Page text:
Artist Spotlight: Ken Field

Blogs

09.22.2021

This year’s Revels RiverSing will kick off with pre-show music from the Revolutionary Snake Ensemble, a costumed funk/street beat improvisational brass band performing a unique blend of original and traditional music based in New Orleans traditions. The Revolutionary Snake Ensemble is led by internationally acclaimed saxophonist, flautist, and composer Ken Field, who also happens to be a long-time friend of Revels! Revels Digital Communications Manager Sydney Roslin got the chance to sit down with Ken and discuss his work with the band, as well as his career and upcoming projects.

Harvard University’s 367th Commencement. Jon Chase/Harvard Staff Photographer

Thank you for talking to me, Ken! You have joined us for RiverSing before, yes?

I’ve done a bunch of things for RiverSing over a number of years, and it really has moved me. I’ll be honest with you, I’m not usually a big group singing person, but the community that Revels has built over so many years is astounding, and the way RiverSing brings people together and just makes people happy is really moving.

The music of the Revolutionary Snake Ensemble is based on the New Orleans brass tradition, how did you end up playing that genre of music in particular? 

I’ve always liked improvising, which is really a key component to the music of New Orleans brass bands. You have a lot of melodic instruments, but hardly any chord instruments – you can’t march with a piano, you can’t easily march with a guitar, so a lot of those brass bands just have horns, tuba, and drums. The way you create the harmonies is by multiple instruments playing together, maybe even improvising together, and I really like that style. I also was really moved by the scene in New Orleans – musically, culturally, just the complexity of it was really amazing. The Revolutionary Snake Ensemble even got the chance to go down to New Orleans six years in a row to play for Marci Gras parades, and really learned a lot from the source. We’ve just fallen in love with the music and the city.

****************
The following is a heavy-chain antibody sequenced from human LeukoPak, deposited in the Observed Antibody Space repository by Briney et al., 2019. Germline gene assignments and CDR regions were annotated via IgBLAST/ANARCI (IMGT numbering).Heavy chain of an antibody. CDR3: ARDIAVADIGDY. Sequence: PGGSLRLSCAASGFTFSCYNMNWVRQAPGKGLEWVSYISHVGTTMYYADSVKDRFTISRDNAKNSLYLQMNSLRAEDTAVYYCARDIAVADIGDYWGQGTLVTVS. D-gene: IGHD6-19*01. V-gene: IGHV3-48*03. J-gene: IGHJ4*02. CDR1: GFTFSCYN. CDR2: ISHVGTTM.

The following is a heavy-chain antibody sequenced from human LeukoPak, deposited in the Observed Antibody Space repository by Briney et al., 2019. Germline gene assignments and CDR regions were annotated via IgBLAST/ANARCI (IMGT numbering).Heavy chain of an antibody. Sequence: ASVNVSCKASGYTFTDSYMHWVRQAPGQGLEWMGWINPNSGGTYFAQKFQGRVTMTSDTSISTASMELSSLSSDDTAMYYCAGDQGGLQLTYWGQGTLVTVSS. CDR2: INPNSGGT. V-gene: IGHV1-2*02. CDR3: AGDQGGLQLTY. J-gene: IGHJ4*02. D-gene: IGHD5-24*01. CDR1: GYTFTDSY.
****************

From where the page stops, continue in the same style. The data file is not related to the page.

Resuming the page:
How did you get started on the saxophone?

I actually started out on clarinet as a kid and I switched to saxophone in college because I ran into a door with my front tooth. It put a little dent, literally, in my clarinet playing. The saxophone has a slightly different embouchure so it makes it easier to play with a fake top front tooth than a clarinet.

And you’re a composer as well, what kind of music do you write?

I write music for the Revolutionary Snake Ensemble, I write a number of soundtrack pieces, and I’ve also written a number of things for my solo work, which is generally layered alto saxophone, often played all by me in the studio. I’ve also written music for a group called Bird Songs of the Mesozoic, which is a group that I’ve played with for years That group is a post-punk chamber rock ensemble with two keyboards, guitar, and saxophone, a very different instrumentation.

When you perform with the Revolutionary Snake Ensemble, how much of what you play starts with what you’ve composed for the ensemble and how much is improvised?